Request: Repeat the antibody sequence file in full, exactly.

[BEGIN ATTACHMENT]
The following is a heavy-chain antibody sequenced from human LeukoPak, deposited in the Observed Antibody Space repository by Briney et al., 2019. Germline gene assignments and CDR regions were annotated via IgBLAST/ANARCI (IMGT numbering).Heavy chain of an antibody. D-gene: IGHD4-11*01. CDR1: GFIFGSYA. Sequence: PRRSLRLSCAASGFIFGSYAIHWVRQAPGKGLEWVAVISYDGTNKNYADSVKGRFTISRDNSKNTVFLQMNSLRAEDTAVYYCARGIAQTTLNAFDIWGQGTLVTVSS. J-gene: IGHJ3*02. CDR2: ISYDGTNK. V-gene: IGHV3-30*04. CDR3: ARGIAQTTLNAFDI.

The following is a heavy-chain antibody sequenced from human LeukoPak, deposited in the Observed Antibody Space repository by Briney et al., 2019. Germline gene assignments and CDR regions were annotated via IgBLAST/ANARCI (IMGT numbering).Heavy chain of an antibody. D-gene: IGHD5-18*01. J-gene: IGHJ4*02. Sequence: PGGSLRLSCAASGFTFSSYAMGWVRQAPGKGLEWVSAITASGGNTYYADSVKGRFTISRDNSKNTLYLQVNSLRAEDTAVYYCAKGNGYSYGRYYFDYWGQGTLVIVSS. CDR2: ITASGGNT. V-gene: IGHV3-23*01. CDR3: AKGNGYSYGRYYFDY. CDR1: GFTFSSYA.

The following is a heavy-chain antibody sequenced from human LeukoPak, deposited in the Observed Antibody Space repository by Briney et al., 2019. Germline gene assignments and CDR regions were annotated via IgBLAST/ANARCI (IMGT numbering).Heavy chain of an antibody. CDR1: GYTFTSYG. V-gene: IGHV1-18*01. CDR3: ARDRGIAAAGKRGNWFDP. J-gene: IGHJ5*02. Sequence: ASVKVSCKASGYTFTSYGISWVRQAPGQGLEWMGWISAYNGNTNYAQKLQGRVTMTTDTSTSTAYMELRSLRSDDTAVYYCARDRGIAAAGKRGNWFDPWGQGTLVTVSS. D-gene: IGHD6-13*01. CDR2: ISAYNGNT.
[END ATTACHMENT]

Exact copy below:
The following is a heavy-chain antibody sequenced from human LeukoPak, deposited in the Observed Antibody Space repository by Briney et al., 2019. Germline gene assignments and CDR regions were annotated via IgBLAST/ANARCI (IMGT numbering).Heavy chain of an antibody. D-gene: IGHD4-11*01. CDR1: GFIFGSYA. Sequence: PRRSLRLSCAASGFIFGSYAIHWVRQAPGKGLEWVAVISYDGTNKNYADSVKGRFTISRDNSKNTVFLQMNSLRAEDTAVYYCARGIAQTTLNAFDIWGQGTLVTVSS. J-gene: IGHJ3*02. CDR2: ISYDGTNK. V-gene: IGHV3-30*04. CDR3: ARGIAQTTLNAFDI.

The following is a heavy-chain antibody sequenced from human LeukoPak, deposited in the Observed Antibody Space repository by Briney et al., 2019. Germline gene assignments and CDR regions were annotated via IgBLAST/ANARCI (IMGT numbering).Heavy chain of an antibody. D-gene: IGHD5-18*01. J-gene: IGHJ4*02. Sequence: PGGSLRLSCAASGFTFSSYAMGWVRQAPGKGLEWVSAITASGGNTYYADSVKGRFTISRDNSKNTLYLQVNSLRAEDTAVYYCAKGNGYSYGRYYFDYWGQGTLVIVSS. CDR2: ITASGGNT. V-gene: IGHV3-23*01. CDR3: AKGNGYSYGRYYFDY. CDR1: GFTFSSYA.

The following is a heavy-chain antibody sequenced from human LeukoPak, deposited in the Observed Antibody Space repository by Briney et al., 2019. Germline gene assignments and CDR regions were annotated via IgBLAST/ANARCI (IMGT numbering).Heavy chain of an antibody. CDR1: GYTFTSYG. V-gene: IGHV1-18*01. CDR3: ARDRGIAAAGKRGNWFDP. J-gene: IGHJ5*02. Sequence: ASVKVSCKASGYTFTSYGISWVRQAPGQGLEWMGWISAYNGNTNYAQKLQGRVTMTTDTSTSTAYMELRSLRSDDTAVYYCARDRGIAAAGKRGNWFDPWGQGTLVTVSS. D-gene: IGHD6-13*01. CDR2: ISAYNGNT.